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Improving the accuracy and objectivity of tests for cardiovascular disease

Medical Scanner Standing in a Modern Hospital Laboratory - Credit: gorodenkoff

The misdiagnosis of cardiovascular disease can lead to missed or unnecessary treatments and patient distress. New metrology through EMPIR projects aims to reduce this risk

Positron emission tomography (PET) can be considered to be the gold standard for non-invasively measuring cardiac blood flow, or ‘perfusion’, a measurement that can be used for diagnosing cardiovascular disease (CVD). This involves injecting a radionuclide into a patient and monitoring the perfusion of the affected organ.

Then, using the perfusion images from the PET scanner and the resulting perfusion maps generated after analysing such images, clinicians predict whether the patient has the disease or not. However, PET is not fully quantifiable or traceable in a metrological sense with potential variation in results between scanner types or between PET centres and hospitals. The expertise of the clinicians interpreting image maps can also add an additional source of error and, in clinical practice, these factors can lead to false diagnoses, patient distress and unnecessary treatments.

In the EMPIR project ‘Metrology for multi-modality of impaired tissue perfusion’ (15HLT05, PerfusImaging) a metrological framework was established for measuring cardiac perfusion by different medical imaging modalities. This also includes PET-scans as the current gold standard in clinical imaging of cardiac perfusion.  Much of the PET-related work involved the UK’s National Metrology Institute, the National Physical Laboratory (NPL), and expertise and clinical data from the project’s consortium partner the Turku PET Centre in Finland. In particular, together both partners have developed the first ever calibration standard for PET scanners as well as a risk-based decision-making framework for clinical diagnosis.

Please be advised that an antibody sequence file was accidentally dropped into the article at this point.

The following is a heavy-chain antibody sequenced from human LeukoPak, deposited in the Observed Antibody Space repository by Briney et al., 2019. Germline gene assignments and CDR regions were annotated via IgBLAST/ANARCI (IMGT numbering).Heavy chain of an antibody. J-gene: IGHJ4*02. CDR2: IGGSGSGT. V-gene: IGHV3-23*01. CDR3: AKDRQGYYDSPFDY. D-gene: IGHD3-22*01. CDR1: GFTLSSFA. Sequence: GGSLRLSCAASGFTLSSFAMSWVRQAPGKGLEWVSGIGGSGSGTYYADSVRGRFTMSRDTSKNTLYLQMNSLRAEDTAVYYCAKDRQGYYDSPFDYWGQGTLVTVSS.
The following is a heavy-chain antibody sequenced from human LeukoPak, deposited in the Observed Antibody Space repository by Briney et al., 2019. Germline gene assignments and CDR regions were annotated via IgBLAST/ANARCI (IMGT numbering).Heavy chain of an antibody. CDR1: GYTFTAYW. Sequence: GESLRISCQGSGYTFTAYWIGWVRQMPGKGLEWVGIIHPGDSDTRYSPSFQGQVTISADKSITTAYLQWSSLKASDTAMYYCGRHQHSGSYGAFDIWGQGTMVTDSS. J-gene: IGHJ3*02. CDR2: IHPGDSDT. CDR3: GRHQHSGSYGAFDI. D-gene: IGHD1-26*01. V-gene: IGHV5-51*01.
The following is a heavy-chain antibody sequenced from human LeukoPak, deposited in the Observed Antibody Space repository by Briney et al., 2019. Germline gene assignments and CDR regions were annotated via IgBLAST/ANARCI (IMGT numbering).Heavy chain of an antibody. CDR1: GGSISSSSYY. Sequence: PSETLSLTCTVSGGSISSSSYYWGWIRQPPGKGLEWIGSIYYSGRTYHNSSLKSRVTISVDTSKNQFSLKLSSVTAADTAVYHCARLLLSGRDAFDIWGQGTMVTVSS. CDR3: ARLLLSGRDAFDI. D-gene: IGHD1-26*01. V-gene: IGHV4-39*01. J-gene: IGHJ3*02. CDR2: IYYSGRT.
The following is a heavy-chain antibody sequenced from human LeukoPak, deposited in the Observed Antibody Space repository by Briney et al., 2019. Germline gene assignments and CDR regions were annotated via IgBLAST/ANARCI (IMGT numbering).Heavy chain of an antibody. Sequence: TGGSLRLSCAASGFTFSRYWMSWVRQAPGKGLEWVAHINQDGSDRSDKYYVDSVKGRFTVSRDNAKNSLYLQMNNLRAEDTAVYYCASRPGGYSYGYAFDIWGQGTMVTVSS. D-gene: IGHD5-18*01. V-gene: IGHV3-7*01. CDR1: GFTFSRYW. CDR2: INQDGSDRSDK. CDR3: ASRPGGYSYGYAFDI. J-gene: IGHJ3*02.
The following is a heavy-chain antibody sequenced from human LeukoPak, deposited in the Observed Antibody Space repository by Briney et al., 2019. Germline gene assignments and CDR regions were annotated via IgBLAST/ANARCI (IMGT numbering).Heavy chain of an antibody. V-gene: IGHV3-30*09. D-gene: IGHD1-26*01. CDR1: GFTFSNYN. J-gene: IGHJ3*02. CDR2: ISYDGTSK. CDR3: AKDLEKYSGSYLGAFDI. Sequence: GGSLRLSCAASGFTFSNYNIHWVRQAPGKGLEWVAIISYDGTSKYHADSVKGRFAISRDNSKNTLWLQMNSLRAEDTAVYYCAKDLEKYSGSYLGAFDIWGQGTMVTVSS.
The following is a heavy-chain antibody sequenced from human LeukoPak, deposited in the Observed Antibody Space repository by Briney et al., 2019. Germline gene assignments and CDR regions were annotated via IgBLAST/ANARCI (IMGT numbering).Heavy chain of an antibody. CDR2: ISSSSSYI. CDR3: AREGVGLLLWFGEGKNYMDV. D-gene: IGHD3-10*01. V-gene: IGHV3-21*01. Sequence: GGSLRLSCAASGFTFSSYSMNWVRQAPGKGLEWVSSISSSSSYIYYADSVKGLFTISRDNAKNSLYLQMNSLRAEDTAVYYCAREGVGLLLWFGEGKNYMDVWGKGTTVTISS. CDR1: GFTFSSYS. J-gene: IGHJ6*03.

A new EMPIR project Software for evaluating PET cardiac perfusion imaging uncertainties for more accurate diagnosis (19SIP04, TracPETperf) will formalise the results and establish the recommended standardisation measures from the previous project. To do this new software is being designed that can automatically assign causes of measurement uncertainties in image data and display them as an interpretable and actionable visual map. The software will also display automatic classification of suspected regions, which would greatly enhance the reliability of the diagnosis in cases which are borderline between healthy and diseased, thus ultimately assisting clinical decision-making.

This work, led by NPL, will also be performed with the Turku PET Centre who will be supplying their Carimas image processing software, currently distributed for research purposes by Turku PET centre. When completed in 2022 results from the TracPETperf project will allow more effective comparisons between individual doctors, systems and institutes.

Nadia Smith who was involved in the PerfusImaging project and is coordinating the TracPETperf project said about the work

“This project will provide standardised approaches and software solutions to assess and minimise the effects of measurement uncertainties across various imaging devices or sites in myocardial PET perfusion measurements. This software will be the first of its kind, incorporating uncertainties into the diagnostic pipeline. This will result in more efficient and cost-effective healthcare services, and ultimately lead to more personalised and timely treatments for patients”.


These EMPIR projects are co-funded by the European Union's Horizon 2020 research and innovation programme and the EMPIR Participating States.

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